These days, Fred Maas often feels like he’s a full-time public servant. In July 2008, Maas was thrust into day-to-day operations of downtown redevelopment agency Centre City Development Corp. following the resignation of President Nancy Graham amid conflict of interest concerns. Maas, the board chairman and CEO, has guided the agency as a volunteer ever since.

In November, Maas shed his private sector day job running the Black Mountain Ranch development company. (Maas retained a financial interest in the company). He’s still working on private projects, but has his hands full with CCDC. The agency is or could be involved in all four of the major building projects proposed in the city: the Convention Center expansion, the proposed Chargers stadium, a downtown main library and a new City Hall.

We talked with Maas about CCDC’s reputation, the stadium and a push to increase the amount of money the agency can raise, which state law now limits.

Make a case for why the amount of money that CCDC can raise needs to be increased.

I think it’s a fairly transparent and easy case to make. In 1992, well-intentioned people designed a plan for downtown and believed they would set aside the dollars that would be required to complete the vision and the mission that was intended. Fast forward 17 years and we’ve come to the realization that those assumptions were no longer valid. The resources aren’t there.

Why is that a better option than allowing CCDC to expire and allowing say 20 percent of the tax dollars go back to the day-to-day budget? (Money in the day-to-day budget could be used to help pay the city’s debts).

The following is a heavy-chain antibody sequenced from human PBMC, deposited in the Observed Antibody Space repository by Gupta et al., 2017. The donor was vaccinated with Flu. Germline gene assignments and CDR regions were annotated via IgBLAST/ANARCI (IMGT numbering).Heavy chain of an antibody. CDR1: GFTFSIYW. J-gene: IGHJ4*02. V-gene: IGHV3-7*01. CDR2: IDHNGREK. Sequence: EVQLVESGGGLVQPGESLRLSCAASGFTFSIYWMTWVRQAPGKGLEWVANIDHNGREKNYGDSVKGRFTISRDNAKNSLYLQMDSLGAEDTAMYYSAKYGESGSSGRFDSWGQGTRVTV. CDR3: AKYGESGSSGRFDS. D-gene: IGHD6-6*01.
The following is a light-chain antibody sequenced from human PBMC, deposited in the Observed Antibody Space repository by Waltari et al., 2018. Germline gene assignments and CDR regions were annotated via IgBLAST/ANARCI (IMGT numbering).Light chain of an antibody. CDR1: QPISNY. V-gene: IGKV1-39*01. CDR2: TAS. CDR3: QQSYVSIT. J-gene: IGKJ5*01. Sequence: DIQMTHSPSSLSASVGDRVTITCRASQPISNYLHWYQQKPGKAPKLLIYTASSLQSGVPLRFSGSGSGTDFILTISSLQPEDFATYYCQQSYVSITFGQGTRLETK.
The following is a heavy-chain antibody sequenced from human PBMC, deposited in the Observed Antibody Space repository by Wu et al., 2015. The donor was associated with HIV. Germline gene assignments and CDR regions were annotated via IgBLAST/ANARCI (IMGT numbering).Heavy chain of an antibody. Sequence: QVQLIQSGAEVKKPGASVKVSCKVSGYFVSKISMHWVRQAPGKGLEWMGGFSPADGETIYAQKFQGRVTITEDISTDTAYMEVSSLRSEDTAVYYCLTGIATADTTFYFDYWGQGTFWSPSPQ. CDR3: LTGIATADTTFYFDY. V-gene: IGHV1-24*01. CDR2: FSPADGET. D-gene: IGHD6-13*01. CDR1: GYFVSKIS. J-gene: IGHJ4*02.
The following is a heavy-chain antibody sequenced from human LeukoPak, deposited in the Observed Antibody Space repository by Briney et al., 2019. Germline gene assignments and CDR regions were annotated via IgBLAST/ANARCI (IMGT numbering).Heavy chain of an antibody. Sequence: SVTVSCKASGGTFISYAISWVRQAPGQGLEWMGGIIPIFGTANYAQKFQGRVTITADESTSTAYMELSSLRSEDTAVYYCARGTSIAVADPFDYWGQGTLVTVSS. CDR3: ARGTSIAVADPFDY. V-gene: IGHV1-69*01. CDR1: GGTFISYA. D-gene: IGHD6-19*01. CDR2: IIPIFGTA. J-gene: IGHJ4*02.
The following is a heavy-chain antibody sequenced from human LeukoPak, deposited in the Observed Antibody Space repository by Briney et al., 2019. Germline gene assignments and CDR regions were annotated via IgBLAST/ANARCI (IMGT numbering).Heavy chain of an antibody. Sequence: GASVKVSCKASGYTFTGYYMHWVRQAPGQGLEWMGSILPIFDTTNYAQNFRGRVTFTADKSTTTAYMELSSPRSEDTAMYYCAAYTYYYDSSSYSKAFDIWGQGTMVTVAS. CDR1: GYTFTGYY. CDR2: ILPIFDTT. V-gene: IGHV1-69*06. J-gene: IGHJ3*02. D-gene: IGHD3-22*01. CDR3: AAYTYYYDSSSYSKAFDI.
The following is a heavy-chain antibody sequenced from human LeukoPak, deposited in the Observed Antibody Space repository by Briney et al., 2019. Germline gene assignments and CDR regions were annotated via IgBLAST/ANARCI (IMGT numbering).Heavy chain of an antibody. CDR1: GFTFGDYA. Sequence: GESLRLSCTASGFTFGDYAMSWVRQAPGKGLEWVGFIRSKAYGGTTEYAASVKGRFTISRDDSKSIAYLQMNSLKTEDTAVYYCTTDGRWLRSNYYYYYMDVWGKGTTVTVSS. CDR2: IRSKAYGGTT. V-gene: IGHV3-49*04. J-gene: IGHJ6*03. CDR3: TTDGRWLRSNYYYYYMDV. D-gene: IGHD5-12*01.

The circumstances [the City Council is] confronted with is: How do you deal with the growth in downtown and how do you deal with the needs that will be anticipated downtown when there will be competition with other communities for those same general fund dollars? It’s our anticipation and hope that we can capture the dollars here to complete the mission and the vision of our forefathers.

That does show that the decision related to the cap affects the day-to-day budget.

Yes and no. If we cease to exist, dollars that would otherwise remain downtown would flow to the general fund of the city of San Diego. But by the same token, all of the obligations incumbent on fulfilling the needs of downtown would also come from that general fund. So I can’t tell you today whether it’d be a net gain or a net loss. My instincts tell me it’ll be a net loss.

How tied is the football stadium to raising the cap?

As you know, the whole notion of the cap started long before there was any discussion about a football stadium. I’m not going to try to make the case that there’s no relationship between our actions and our hiring a stadium consultant, the things we’ve done and raising the cap. There’s no question that the confluence of those things made the conversation possible. But I firmly believe that the discussions about the cap are important to fulfill the needs of the community plan, irrespective of the stadium.

The academic research is at best mixed on a stadium’s ability to spur redevelopment. Though Petco Park is often raised as an example of a successful redevelopment project, there are always questions about how much development down there would have happened anyway. This week you mentioned that something needed to happen at the MTS bus terminal site downtown regardless of whether a stadium is put there. Given that, why is a stadium the best thing to do?